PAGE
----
The addition at Bellevue Woman’s Center is here, bringing regional women’s care into modernity, but preserving pieces of its past, as well.
Ellis Medicine and community officials cut the ribbon on the two-story, 32,000-square-foot addition Friday, marking the completion of the year-long, $16.8 million construction project and the arrival of more spacious and private rooms for women and newborns.
“The amenities that we had were not what society is looking for nowadays,” said Karen Mantas, Ellis Medicine director of advancement. “It was dated. You needed bigger rooms. When somebody comes to deliver a baby, it’s not just Mom and Dad. It’s the whole extended family and they stay for the whole experience.”
Patients will begin using the rooms Monday.
The project created 28 private and six semi-private rooms that are larger than the old ones, featuring televisions, Wi-Fi and full bathrooms. A nurses’ station was installed at the corner of the new wing and the old wing, allowing for more centralized communication.
The new wing is visually striking for its serene, soft design touches.
“The colors are so warm,” said Mantas. “They’re just so soothing and comforting for a healing environment, and that’s something hospitals are really making a change toward. It’s no longer the sterile environment and white walls that you used to walk into.”
A day room at the end of the wing lets in natural light — helpful to the recovery process for new moms and beneficial for babies in their first few days of life. Its soft green walls and curtains, arched windows, warm brown wood floor, and baroque furniture are soothing, but also reminiscent of the original Bellevue Mansion.
The new wing actually sits on the footprint of the old mansion, a Georgian manor built at 2210 Troy-Schenectady Road in 1920 and torn down in January.
In 1931, nurse and Bellevue founder Mary Grace Jorgensen turned the mansion into the Bellevue Maternity Hospital. A decade later, it was converted into a women’s hospital. And in 1973, it was divided into offices for hospital doctors and administration when a newer building went up to serve as the birthing facility.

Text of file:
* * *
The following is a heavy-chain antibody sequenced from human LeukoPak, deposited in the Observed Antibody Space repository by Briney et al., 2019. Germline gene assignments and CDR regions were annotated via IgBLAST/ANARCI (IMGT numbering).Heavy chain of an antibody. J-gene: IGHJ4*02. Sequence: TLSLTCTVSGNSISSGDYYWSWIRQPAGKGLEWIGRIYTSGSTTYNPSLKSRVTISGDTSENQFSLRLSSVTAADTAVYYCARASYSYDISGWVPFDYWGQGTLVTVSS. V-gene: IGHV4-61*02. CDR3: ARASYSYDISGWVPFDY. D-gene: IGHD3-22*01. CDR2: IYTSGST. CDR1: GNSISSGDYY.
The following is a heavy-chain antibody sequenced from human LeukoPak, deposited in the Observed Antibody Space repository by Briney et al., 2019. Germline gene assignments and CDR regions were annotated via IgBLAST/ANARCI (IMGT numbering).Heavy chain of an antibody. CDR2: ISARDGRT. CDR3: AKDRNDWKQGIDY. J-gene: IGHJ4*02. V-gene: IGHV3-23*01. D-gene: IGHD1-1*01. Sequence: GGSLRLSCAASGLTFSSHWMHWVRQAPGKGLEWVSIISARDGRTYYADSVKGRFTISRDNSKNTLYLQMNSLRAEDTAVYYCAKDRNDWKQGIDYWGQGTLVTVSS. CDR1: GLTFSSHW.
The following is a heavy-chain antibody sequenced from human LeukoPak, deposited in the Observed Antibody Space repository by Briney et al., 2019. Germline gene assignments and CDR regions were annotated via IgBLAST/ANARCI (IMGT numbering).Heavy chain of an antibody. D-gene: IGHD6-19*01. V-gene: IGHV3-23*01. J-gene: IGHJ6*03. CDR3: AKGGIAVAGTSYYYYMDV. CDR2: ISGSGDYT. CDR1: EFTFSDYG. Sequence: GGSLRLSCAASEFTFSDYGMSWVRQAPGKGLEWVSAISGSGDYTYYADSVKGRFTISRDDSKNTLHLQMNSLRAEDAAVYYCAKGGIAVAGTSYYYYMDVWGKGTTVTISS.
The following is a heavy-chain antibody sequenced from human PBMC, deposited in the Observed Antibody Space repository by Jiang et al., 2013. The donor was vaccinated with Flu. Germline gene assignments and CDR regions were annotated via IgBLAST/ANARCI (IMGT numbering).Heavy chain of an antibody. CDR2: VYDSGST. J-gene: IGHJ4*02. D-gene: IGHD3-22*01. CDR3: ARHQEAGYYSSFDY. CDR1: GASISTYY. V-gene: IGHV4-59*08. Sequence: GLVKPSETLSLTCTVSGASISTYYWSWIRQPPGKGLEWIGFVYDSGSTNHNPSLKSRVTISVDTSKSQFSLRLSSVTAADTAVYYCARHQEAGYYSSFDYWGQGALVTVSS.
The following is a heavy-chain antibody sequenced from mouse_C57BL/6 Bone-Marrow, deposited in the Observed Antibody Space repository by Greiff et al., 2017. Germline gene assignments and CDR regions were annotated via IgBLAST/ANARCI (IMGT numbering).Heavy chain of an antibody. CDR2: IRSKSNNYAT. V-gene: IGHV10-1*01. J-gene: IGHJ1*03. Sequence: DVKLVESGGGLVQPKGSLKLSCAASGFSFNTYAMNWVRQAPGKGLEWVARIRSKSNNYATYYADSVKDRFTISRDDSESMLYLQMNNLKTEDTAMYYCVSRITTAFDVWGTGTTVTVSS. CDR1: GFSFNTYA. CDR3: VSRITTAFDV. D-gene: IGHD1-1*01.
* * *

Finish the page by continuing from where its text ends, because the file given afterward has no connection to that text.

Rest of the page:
“There was a lot of passion and a lot of emotion about the importance of the mansion being the beginnings of this hospital,” said Ellis Medicine President and CEO James Connelly. “And so when we were taking it down — because the mansion physically on the inside was in pretty tough shape — we said, you know, we’ll do everything we can to retain that look and feel of the mansion.”
Older members of the community might notice that the dentil molding lining the red brick addition is a throwback. They might also notice the largely flat, mansard roof line and the arched windows trimmed in white.
Officials also preserved architectural elements from the former mansion — some original fireplaces, a partial staircase, an original arched window, and the mansion’s front door frame. These items currently sit in the basement, but will eventually be used or installed on a history wall.
Perhaps most significant to Bellevue veterans was the garden. New mothers would grab a breath of fresh air among the trees and shrubs, but others would place a memorial rock for a stillborn baby there. Most of the plaques had to come out during construction, and next spring they will go back in to a newly planted garden.
“There’s an enormous amount of emotional ties to the garden,” said Connelly. “They used to have candlelight ceremonies there once a year to get together and just remember the children.”
Ellis Medicine officials on Friday also unveiled the building’s cornerstone — an arch made of brick and keystones preserved from the Bellevue mansion. It frames a black and gold plaque picturing the mansion in its earliest days.
Hospital officials compared the Bellevue project to dominoes. Starting today, the entrance to the old wing will be closed off for renovations to begin. Up next, crews will renovate the lobby, nurses’ station, nursery and neonatal intensive care unit to contemporize them with the new addition.
In mid-January, the Neil and Jane Golub Breast and Heart Health Center will open on the addition’s second floor, where renovations are still being completed. Staff will provide mammograms, ultrasounds and bone density screenings with state-of-the-art technology.
The Golubs, among the project’s largest philanthropists, attended Friday’s event. Neil Golub reminded the crowd of about 100 gathered outside the center just how close Bellevue was to being shut down six years ago when the state’s Berger Commission had ordered it to close.
Even after Ellis Hospital included Bellevue in its merger plan, hospital officials were nervous about its future. But the center was ultimately deemed the best option for the community’s care of women.
“We were all involved in conversations with the Health Department about whether this facility would ever exist again,” said Golub. “And fortunately it is here today. What we know today and what we didn’t know then has really come a long way.”
Other community officials attended the Friday ribbon cutting, including Niskayuna town Supervisor Joe Landry, Assemblymen-elect Phil Steck and Angelo Santabarbara, Schenectady County Legislator Jim Buhrmaster, Chamber of Schenectady County President and CEO Chuck Steiner and representatives for state Sen. Hugh Farley, R-Niskayuna, and U.S. Rep. Paul Tonko, D-Amsterdam.